They meet at Tobi's favorite local restaurant, listen to his stories — told with a great deal of enthusiasm and a fading glimmer in his eyes. But once they're back at Tobi's place, the conversation takes a turn and gets very specific, concerning a particular love affair he had with a woman. For most of the interview process, Lisa has been asking questions, but the inquiries around Tobi's very active sexual history all come from Mike. It doesn't take long to figure out where this is all leading, with Mike ramping up the interrogation and intimidation (turns out, he's a cop back in Seattle), and Lisa trying in vain to keep things from getting out of hand.

At one point in the story, Mike leaves for a few hours, leaving Tobi and Lisa to talk honestly for the first time since they've met. And it's the also the first time in Match where it doesn't feel like simply a filmed play. Stewart is supposed to be playing Tobi with flamboyance, but it feels more like he's playing to the back row — a fine line, granted, but there is a difference. But when Tobi and Lisa are alone, the mood becomes more intimate and personal, and something resembling real emotions make their way to the surface. It helps that Gugino has a natural kindness that she brings to most performances that makes her instantly likable, despite Lisa's deception.

Apparently exiting the goofball phase of his career since 2011's The Descendants, Lillard takes Mike down a road of excessive force, bordering on psychotic, to get information out of Tobi. But it isn't just facts that Mike is seeking; it's for Tobi to accept a certain level of responsibility for his actions some 45 years earlier. His level of hostility seems somewhat out of place in this film, but maybe the point of Match is to throw a hand grenade into Tobi's life of quiet solitude.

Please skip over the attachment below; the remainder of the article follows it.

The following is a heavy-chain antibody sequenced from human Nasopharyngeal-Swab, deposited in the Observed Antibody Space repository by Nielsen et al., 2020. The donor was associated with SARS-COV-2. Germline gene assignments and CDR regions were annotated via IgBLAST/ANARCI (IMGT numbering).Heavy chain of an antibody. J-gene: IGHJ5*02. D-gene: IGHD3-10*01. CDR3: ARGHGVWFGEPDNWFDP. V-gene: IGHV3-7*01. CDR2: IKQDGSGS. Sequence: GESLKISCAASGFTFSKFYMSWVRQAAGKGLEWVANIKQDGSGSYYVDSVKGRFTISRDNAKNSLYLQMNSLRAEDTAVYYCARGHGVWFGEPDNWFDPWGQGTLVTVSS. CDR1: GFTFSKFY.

The actors in this micro-budget production are all varying degrees of quite good, with Stewart leading the charge and being utterly convincing as a man for whom discipline has almost been a good companion (lately, his only one). Belber (whose only other feature film was 2008's very amusing and heartwarming Management) is obviously familiar with the material, perhaps too much. There are moments when things would have benefited from feeling more natural and less stagey, but the actors save the production from feeling stiff and cold. The stakes are small in Match, but the emotions are volatile, and the film makes for a breezy 90-minute distraction that you'll likely enjoy but won't retain. The film opens today in Chicago for a weeklong run at the Gene Siskel Film Center.

 
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Architecture Tue Nov 03 2015

Paul Goldberger Describes the "Pragmatism and Poetry" of Frank Gehry's Architecture in His New Book

By Nancy Bishop

Architecture critic Paul Goldberger talks about Frank Gehry's life and work in a new book.
Read this feature »

Steve at the Movies Fri Jan 01 2016

Best Feature Films & Documentaries of 2015

By Steve Prokopy

Read this column »